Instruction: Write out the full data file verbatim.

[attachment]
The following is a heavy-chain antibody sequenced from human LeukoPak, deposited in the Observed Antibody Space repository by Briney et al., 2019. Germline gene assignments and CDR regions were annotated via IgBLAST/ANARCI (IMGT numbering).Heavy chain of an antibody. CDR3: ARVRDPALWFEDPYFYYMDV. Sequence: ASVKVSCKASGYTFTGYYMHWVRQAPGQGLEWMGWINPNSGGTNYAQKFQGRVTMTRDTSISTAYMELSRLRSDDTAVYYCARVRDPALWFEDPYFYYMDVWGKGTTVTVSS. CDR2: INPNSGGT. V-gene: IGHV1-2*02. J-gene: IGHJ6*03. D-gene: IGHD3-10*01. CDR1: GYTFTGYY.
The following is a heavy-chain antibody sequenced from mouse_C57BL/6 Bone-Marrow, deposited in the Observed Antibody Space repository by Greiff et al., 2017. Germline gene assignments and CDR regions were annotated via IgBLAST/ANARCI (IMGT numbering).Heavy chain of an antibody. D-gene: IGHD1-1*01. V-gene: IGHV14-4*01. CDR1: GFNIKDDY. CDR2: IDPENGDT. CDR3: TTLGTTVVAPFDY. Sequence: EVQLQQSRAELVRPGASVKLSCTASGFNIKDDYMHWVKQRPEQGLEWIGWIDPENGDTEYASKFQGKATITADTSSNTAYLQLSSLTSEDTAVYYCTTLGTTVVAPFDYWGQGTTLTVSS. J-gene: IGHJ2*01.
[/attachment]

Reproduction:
The following is a heavy-chain antibody sequenced from human LeukoPak, deposited in the Observed Antibody Space repository by Briney et al., 2019. Germline gene assignments and CDR regions were annotated via IgBLAST/ANARCI (IMGT numbering).Heavy chain of an antibody. CDR3: ARVRDPALWFEDPYFYYMDV. Sequence: ASVKVSCKASGYTFTGYYMHWVRQAPGQGLEWMGWINPNSGGTNYAQKFQGRVTMTRDTSISTAYMELSRLRSDDTAVYYCARVRDPALWFEDPYFYYMDVWGKGTTVTVSS. CDR2: INPNSGGT. V-gene: IGHV1-2*02. J-gene: IGHJ6*03. D-gene: IGHD3-10*01. CDR1: GYTFTGYY.
The following is a heavy-chain antibody sequenced from mouse_C57BL/6 Bone-Marrow, deposited in the Observed Antibody Space repository by Greiff et al., 2017. Germline gene assignments and CDR regions were annotated via IgBLAST/ANARCI (IMGT numbering).Heavy chain of an antibody. D-gene: IGHD1-1*01. V-gene: IGHV14-4*01. CDR1: GFNIKDDY. CDR2: IDPENGDT. CDR3: TTLGTTVVAPFDY. Sequence: EVQLQQSRAELVRPGASVKLSCTASGFNIKDDYMHWVKQRPEQGLEWIGWIDPENGDTEYASKFQGKATITADTSSNTAYLQLSSLTSEDTAVYYCTTLGTTVVAPFDYWGQGTTLTVSS. J-gene: IGHJ2*01.